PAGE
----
The gain of proportional-derivative section 12 can be set in a conventional manner. Preferably, however, the gain of that section 12 (and, accordingly, that of the illustrated controller 10) is set in accord with the teachings of related application U.S. patent application Ser. No. 07/889,474, for METHOD AND APPARATUS FOR TUNING PROCESS CONTROL EQUIPMENT filed on May 27, 1992.
Illustrated integral control element 14 and deadtime element 16, together, generate a signal, ID, representing a time-wise integral of a time delayed form of the manipulated variable signal, m. These elements, too, operate in a manner like that of the corresponding elements of a conventional PIDτd controller. More particularly, the deadtime section 16 time-delays the manipulated variable signal, m, by the controller deadtime τd. The integral control section, 14, integrates that time-delayed signal with a time constant I.
A summation section 18 sums the PD signal generated by the PD section 12 with the ID signal generated by the integral control 14.
The output of element 18 is passed through filter 20, having a time constant τf, which attenuates high frequency components of the summed signal.
The filtered signal can be passed through high and low limits 22, which limits the filtered signal to limit integral windup.
The signal output by filter 20, and optionally limited by limiter unit 22, is applied to the process as manipulated variable signal m. That signal is fed back to the integral control and deadtime elements 14, 16, as illustrated, for production of the signal ID.
The controller 10 automatically adjusts the filter time constant τf to maintain the level of noise, (σm, in the manipulated variable signal at a predetermined level, σset.
A procedure for adjusting τf is shown in FIG. 5. There, in step 30, the controller 10 samples values of manipulated variable signal, m. In step 31, the controller sums values of m, as well as squares of those values. In step 33, the controller determines whether to sample more output values, preferably, so as to obtain a full set of samples over the period of a complete controller deadtime τd.
Following sampling and summing steps 30-33, the controller determines the noise level of the manipulated variable signal; see step 34. Preferably, this is determined in accord with the mathematical relation: ##EQU2## where, n is the number of sampled manipulated variable values;
(Σm)2 is the square of the sum of the sampled values; and
Σ(m2) is the sum of squared sampled values.
In step 35, the controller determines the filter time constant in accord with the mathematical relation:
τf =τd /20*σm /σset
where, σset is predetermined noise level.
In step 36, the controller limits the value of the filter time constant, τf, between the values 0 and 0.1*τd.
Those skilled in the art will appreciate that the aforementioned sequence of steps for determining the filter time constant, τf, can be implemented in special purpose hardware. Preferably, those steps are implemented in software for execution, e.g., on a general purpose microprocessor. In this regard, it will be appreciated that such implementation can be achieved using conventional programing techniques as particularly adapted in accord with the teachings herein to provide the disclosed structure, signaling and functionality.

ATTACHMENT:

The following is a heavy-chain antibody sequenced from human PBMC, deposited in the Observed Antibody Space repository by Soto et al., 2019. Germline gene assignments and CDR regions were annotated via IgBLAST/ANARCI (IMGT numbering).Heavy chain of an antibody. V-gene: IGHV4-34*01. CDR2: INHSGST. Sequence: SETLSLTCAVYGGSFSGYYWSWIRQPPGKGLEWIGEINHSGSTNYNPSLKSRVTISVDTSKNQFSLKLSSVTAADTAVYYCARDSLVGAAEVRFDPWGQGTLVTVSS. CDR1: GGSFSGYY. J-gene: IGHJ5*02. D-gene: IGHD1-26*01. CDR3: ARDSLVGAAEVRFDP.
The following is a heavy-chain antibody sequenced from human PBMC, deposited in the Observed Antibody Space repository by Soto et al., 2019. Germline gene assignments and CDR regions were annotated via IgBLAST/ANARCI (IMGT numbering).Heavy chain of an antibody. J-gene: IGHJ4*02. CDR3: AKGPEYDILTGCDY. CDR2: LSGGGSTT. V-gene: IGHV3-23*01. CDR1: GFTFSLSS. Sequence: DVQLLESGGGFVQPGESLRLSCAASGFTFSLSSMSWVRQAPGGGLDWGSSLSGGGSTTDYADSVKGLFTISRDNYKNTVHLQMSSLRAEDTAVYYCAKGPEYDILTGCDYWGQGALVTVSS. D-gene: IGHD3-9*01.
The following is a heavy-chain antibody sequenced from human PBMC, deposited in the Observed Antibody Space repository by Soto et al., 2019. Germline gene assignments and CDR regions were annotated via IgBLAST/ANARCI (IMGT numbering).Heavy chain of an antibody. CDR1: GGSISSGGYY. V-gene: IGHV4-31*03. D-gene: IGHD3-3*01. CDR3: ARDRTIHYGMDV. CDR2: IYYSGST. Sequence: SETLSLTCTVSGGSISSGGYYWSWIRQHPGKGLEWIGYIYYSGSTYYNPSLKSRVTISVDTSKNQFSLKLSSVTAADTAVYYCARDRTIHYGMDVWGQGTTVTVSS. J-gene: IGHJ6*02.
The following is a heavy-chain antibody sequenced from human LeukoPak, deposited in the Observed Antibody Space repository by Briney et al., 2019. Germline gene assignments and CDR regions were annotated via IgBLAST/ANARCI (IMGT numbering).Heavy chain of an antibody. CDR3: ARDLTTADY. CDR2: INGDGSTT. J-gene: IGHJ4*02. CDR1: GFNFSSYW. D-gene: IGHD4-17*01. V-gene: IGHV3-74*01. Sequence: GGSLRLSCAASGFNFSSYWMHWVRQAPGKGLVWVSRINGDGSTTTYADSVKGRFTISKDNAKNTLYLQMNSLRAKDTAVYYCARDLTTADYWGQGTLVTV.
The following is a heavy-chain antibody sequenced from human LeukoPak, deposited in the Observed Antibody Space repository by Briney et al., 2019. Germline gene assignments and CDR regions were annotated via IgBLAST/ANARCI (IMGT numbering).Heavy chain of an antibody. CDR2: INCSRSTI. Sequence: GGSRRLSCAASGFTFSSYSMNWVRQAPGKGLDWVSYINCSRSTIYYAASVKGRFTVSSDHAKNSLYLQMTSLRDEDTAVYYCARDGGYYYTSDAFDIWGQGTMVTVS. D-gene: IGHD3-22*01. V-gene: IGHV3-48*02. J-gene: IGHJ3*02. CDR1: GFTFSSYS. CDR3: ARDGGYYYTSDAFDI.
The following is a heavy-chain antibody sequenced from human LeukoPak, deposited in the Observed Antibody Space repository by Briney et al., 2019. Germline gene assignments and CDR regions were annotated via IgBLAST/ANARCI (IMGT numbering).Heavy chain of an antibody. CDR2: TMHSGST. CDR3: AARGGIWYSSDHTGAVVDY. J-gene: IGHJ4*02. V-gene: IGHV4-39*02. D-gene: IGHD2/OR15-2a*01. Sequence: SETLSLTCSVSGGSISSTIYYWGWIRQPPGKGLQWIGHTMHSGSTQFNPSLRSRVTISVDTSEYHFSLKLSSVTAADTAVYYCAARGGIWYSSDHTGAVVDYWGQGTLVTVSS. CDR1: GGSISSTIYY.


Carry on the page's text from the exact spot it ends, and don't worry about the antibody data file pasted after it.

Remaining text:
FIG. 6 illustrates the operation of an adaptive PIDτd controller according to the invention in controlling a first-order deadtime dominant process. As in FIG. 3, the controller deadtime is initially greater than that of the process.
The initial response of the controller of FIG. 6 mirrors that shown in FIG. 3. However, because the controller adapts the filter time constant τf in the manner described above, spiking in the manipulated variable is prevented. Consequently, spiking in the process output, i.e., the controlled variable signal, is also prevented.
The foregoing describes improved deadtime process control apparatus and methods. These apparatus and methods improve on the techniques provided in the art by permitting better control of deadtime dominant processes.
Those skilled in the art will appreciate that the illustrated embodiment of the invention are exemplary, and that other embodiments incorporating additions and modifications to that described above fall within the scope of the invention. Thus, for example, the level of noise in the manipulated variable signal can be determined by processes other than that described above.
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|U.S. Classification||700/42, 700/43|
|International Classification||G05B11/42, G05B13/04|
|Cooperative Classification||G05B13/042, G05B11/42|
|European Classification||G05B13/04B, G05B11/42|
|May 27, 1992||AS||Assignment|